Estimating the Costs of Medicalization

Peter Conrad, a sociologist at Brandeis has been a thoughtful commentator on the phenomenon of medicalization for the past four decades.  His team has just published a new paper in which they estimate the costs of medicalization.  The abstract sums the matters up nicely.

“Medicalization is the process by which non-medical problems become defined and treated as medical problems, usually as illnesses or disorders. There has been growing concern with the possibility that medicalization is driving increased health care costs. In this paper we estimate the medical spending in the U.S. of identified medicalized conditions at approximately $77 billion in 2005, 3.9% of total domestic expenditures on health care. This estimate is based on the direct costs associated with twelve medicalized conditions. Although due to data limitations this estimate does not include all medicalized conditions, it can inform future debates about health care spending and medicalization.”

In the paper, they are careful not to overstate their case, and provide appropriate cautions as to the interpretation of the data, recognizing that classifying indications as medicalized is fraught with subjectivity.  Nonetheless, this is an important contribution to the ongoing debate over the issue, and provides for the first time economic data.  From there, others can dissect the relevancy of the conditions they have chosen as well as challenge and refine their economic analysis.  From our perspective, the paper is timely, especially as the debate over DSM-V and its proposed introduction of dimensional measures continues.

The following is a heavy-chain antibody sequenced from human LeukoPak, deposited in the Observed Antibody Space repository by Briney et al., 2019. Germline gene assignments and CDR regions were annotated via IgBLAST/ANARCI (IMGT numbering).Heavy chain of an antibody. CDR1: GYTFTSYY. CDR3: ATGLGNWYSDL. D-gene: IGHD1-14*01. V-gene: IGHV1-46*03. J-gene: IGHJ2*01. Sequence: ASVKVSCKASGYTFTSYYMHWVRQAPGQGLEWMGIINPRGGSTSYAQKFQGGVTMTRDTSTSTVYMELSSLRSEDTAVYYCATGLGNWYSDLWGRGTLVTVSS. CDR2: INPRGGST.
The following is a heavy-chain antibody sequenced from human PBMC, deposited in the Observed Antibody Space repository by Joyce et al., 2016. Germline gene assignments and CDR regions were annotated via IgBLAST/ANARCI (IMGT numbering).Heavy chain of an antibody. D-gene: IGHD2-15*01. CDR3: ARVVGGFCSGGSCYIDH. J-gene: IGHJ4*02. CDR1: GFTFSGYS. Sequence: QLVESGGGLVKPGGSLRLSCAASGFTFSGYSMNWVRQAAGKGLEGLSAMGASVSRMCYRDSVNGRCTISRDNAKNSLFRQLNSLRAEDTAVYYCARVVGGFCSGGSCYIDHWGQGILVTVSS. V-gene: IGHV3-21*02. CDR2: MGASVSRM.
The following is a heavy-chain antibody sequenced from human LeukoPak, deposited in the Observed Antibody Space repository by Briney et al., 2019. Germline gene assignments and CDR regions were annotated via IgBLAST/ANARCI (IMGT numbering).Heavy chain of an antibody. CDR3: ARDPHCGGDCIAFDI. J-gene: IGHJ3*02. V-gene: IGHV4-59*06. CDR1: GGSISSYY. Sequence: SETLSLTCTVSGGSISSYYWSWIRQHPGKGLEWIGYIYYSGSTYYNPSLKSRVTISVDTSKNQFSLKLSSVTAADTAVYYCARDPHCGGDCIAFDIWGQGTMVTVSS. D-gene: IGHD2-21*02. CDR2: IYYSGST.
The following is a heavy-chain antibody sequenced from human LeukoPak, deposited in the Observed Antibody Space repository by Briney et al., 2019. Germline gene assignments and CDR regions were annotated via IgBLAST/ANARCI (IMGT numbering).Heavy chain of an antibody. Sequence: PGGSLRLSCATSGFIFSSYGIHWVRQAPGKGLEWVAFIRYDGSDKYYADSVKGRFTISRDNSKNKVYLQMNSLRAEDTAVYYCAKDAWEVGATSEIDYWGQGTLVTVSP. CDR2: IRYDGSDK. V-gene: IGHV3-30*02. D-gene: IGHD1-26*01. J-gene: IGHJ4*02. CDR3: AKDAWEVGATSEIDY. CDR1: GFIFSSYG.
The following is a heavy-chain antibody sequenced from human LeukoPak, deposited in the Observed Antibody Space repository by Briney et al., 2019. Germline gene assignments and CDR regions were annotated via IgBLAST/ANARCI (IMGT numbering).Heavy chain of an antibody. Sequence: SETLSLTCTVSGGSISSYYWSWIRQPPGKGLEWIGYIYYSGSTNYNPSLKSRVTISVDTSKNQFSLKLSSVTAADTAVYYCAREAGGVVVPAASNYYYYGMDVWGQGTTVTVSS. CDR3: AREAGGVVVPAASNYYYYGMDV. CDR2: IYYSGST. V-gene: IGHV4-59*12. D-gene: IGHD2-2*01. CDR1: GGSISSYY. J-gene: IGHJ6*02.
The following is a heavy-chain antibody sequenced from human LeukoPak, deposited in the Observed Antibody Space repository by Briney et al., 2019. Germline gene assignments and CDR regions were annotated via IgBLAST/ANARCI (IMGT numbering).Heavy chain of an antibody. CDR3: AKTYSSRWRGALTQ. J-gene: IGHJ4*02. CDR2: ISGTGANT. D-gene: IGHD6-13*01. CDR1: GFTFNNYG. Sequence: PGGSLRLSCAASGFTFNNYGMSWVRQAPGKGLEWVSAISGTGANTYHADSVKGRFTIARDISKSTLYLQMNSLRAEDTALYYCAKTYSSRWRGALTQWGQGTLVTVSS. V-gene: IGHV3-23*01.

Link to Estimating the Costs of Medicalization by Conrad et al. 2010 (subscription may be required).

Links (here, here, here, here, and here) to previous posts on the DSM-V controversy and medicalization in psychiatry.

Image Credit: Free Press Release

Advertisements

Leave a Reply

Fill in your details below or click an icon to log in:

WordPress.com Logo

You are commenting using your WordPress.com account. Log Out / Change )

Twitter picture

You are commenting using your Twitter account. Log Out / Change )

Facebook photo

You are commenting using your Facebook account. Log Out / Change )

Google+ photo

You are commenting using your Google+ account. Log Out / Change )

Connecting to %s